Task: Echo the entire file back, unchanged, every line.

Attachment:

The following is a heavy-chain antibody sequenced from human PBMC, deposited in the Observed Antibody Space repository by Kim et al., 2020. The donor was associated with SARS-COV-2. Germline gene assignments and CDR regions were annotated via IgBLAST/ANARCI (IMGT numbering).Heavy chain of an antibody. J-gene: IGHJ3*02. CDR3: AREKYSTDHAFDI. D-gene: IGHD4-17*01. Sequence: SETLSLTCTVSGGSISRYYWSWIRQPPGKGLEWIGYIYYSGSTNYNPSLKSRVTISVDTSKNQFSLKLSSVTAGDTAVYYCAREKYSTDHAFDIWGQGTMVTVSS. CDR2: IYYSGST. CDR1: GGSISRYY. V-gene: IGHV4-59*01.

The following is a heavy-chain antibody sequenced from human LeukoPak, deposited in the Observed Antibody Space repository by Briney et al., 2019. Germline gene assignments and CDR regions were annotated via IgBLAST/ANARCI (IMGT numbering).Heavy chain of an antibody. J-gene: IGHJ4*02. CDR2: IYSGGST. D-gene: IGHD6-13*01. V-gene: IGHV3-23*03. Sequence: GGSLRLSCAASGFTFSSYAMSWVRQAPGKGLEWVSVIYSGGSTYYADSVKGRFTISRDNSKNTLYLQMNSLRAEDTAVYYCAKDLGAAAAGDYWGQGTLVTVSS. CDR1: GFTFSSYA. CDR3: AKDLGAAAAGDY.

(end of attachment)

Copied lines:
The following is a heavy-chain antibody sequenced from human PBMC, deposited in the Observed Antibody Space repository by Kim et al., 2020. The donor was associated with SARS-COV-2. Germline gene assignments and CDR regions were annotated via IgBLAST/ANARCI (IMGT numbering).Heavy chain of an antibody. J-gene: IGHJ3*02. CDR3: AREKYSTDHAFDI. D-gene: IGHD4-17*01. Sequence: SETLSLTCTVSGGSISRYYWSWIRQPPGKGLEWIGYIYYSGSTNYNPSLKSRVTISVDTSKNQFSLKLSSVTAGDTAVYYCAREKYSTDHAFDIWGQGTMVTVSS. CDR2: IYYSGST. CDR1: GGSISRYY. V-gene: IGHV4-59*01.

The following is a heavy-chain antibody sequenced from human LeukoPak, deposited in the Observed Antibody Space repository by Briney et al., 2019. Germline gene assignments and CDR regions were annotated via IgBLAST/ANARCI (IMGT numbering).Heavy chain of an antibody. J-gene: IGHJ4*02. CDR2: IYSGGST. D-gene: IGHD6-13*01. V-gene: IGHV3-23*03. Sequence: GGSLRLSCAASGFTFSSYAMSWVRQAPGKGLEWVSVIYSGGSTYYADSVKGRFTISRDNSKNTLYLQMNSLRAEDTAVYYCAKDLGAAAAGDYWGQGTLVTVSS. CDR1: GFTFSSYA. CDR3: AKDLGAAAAGDY.